Lilia Shevtsova: Yeltsin's Russia: myths and
People interested in an account of the Yeltsin era should
turn to LiliaShevtsova: Yeltsin's Russia: myths and reality.
Carnegie Endowment book, Washington, 1999, 345 S.
Shevtsova, a political analyst at the Moscow Carnegie
Center, has written the first comprehensive account on Yeltsin's years
in power 1989-99, based on newspaper articles and political science studies.
On the positive side, Shevtsova notes Russia's political stability since
the end of the USSR. There has been no social unrest yet. The political
system has not been challenged either. But the silence is largely due to
the people's disillusionment and the lack of alternatives. Most Russians
are occupied with mere subsistance problems. They cannot see a bright future
for them and only 15% consider themselves economic winners of the new system.
According to Shevtsova, the communists are still the best
organized political power. But they have done almost everything they could
in order not to come to power again. They are comfortably installed in
their postion as opposition force where they do not have to share any responsibility.
Ironically, the communists are largely responsible for Yeltsin's years
in power since they are such a frightening alternative that most people
preferred Yeltsin to stay. The communists also bind a lot of dissatisfied
people to them and, in doing so, hinder them from becoming more radical.
Yeltsin's worst error is not having been able to establish
strong democratic political institutions and solid rules for the political
game. Shevtsova critizes his disrespect for the law and the demagogical
behaviour he has used just in order to stay in power. His superpresidency,
first seen as a factor of stability, has become the main problem of Russia,
which has become an electoral-monarchy with a barter-economy. Part of the
responsibility belongs to the early reformers. They dismantled old political
and economic mechanisms and laid out the basis for new ones, but without
any sensitivity for the social consequences of their actions and without
any consideration for the needs of "the masses". The reformers became an
isolated group that progressively lost power and influence to conservatives,
regional groups and industrial lobbyists, all better fighters than them.
Shevtsova is not totally pessimistic and considers the younger generation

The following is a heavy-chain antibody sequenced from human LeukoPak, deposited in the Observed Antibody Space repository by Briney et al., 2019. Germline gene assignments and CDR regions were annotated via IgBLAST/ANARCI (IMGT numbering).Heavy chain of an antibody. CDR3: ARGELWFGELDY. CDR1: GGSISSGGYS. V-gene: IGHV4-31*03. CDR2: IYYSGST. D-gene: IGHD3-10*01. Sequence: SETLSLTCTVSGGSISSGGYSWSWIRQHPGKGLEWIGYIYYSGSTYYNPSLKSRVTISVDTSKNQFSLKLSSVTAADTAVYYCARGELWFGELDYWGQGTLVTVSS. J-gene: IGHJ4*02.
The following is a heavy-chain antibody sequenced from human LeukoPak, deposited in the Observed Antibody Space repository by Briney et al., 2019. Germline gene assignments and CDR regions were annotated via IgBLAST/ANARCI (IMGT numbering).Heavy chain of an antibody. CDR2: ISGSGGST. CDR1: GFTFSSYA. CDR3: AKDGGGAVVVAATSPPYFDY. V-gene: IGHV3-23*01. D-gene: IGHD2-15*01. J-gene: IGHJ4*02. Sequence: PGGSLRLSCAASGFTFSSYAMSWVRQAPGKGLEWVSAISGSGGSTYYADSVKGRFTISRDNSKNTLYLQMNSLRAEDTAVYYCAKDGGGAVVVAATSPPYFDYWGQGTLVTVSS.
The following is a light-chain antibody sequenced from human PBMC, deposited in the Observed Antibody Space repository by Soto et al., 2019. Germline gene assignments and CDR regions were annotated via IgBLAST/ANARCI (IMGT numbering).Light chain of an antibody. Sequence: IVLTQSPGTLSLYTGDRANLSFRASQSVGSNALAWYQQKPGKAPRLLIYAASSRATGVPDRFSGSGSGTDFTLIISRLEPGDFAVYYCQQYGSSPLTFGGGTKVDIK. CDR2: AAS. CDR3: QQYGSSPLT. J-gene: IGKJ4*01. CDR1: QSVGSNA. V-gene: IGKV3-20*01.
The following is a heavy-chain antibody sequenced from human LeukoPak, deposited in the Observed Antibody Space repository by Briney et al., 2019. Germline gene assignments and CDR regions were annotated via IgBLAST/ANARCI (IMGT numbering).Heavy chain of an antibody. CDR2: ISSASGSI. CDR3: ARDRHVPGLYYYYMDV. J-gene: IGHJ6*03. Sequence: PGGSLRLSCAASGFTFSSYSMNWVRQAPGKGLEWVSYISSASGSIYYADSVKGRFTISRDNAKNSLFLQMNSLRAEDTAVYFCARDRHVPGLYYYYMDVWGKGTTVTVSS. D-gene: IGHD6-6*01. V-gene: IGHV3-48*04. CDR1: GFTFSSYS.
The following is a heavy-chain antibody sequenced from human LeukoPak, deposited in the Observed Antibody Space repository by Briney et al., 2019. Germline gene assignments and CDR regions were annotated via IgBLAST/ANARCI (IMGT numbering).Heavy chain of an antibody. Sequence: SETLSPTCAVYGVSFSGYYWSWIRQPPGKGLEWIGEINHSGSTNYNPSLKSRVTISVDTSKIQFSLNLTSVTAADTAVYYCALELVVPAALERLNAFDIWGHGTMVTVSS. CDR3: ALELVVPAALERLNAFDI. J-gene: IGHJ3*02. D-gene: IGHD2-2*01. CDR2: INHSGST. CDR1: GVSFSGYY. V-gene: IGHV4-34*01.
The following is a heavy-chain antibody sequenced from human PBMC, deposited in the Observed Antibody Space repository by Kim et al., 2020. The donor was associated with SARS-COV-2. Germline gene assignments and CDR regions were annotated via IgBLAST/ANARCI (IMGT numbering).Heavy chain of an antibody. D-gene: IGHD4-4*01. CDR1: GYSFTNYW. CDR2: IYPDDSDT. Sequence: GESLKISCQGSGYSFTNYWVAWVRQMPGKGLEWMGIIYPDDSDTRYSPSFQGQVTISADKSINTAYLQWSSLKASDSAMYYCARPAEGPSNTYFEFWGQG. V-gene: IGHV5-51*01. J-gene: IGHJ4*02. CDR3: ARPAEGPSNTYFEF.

of Russian politicians more capable of establishing a democratic and prosperous
Regarding the end of the USSR, the political analyst writes
that the dynamic forces within the nomenclature became more and more disappointed
with Gorbachev's lack of decision-making, his lack of vision and his attempts
to stay in power. They prefered Yeltsin in the end. The putsch of August
1991 shifted the balance of power from Gorbachev to Yeltsin. Shortly afterwards,
the new strong-man shocked the democratic supporters - who were responsible
for his victory. He forgot to include them in his new government. Only
Galina Starovoitova and Sergei Stankevich remained on his side, but not
as part of Yeltsin's inner circle. It quickly became clear that he intended
to get support from different groups with very different ideas that would
constantly be involved in a power-struggle and would therefore neutralize
each other. Yeltsin took regional groups, radical democrats, liberals,
populists, neo-conservatives and technocrats into his team of 1991. He
favoured conflicts between the governmental factions in order to be in
the position of mediator and judge. Yeltsin took over the old style of
Soviet government with the difference that he replaced the earlier principle
of unanimity by the principle of loyalty towards himself.
Shevtsova reminds the readers of the fact that in the
1996-presidential elections, Yeltsin and his team seriously prepared the
way for the invalidation of the results in case he lost power. On the positive
side, she notes that the president never searchcd for conflict with the
West and never supported aggressive political strategies towards neighbours
like the Ukraine or the Baltic states. On the dark side are his wars in
the Caucasus, especially in Chechnya. On the positive side again: he never
tried to limit civil rights and the oligarchs did not become the decisive
forces [yet?]. Shevtsova also reminds us of well-known facts about Russia
such us the heritage of seventy years of communism and, before that, of
the absolute monarchy, the lack of a middle class, the lack of an individualistic
tradition and more. In her eyes, the years after Yeltsin will be decisive.
Shevtsova should have given more attention to the examination
of the economic system and the oligarchs. She does not analyze the corruption
and the Russian mafia. Some leaders like Primakov are not described. As
a pioneer work, Yeltsin's Russia is still a valuable source of information
and easy to handle thanks to its chronological presentation and its index.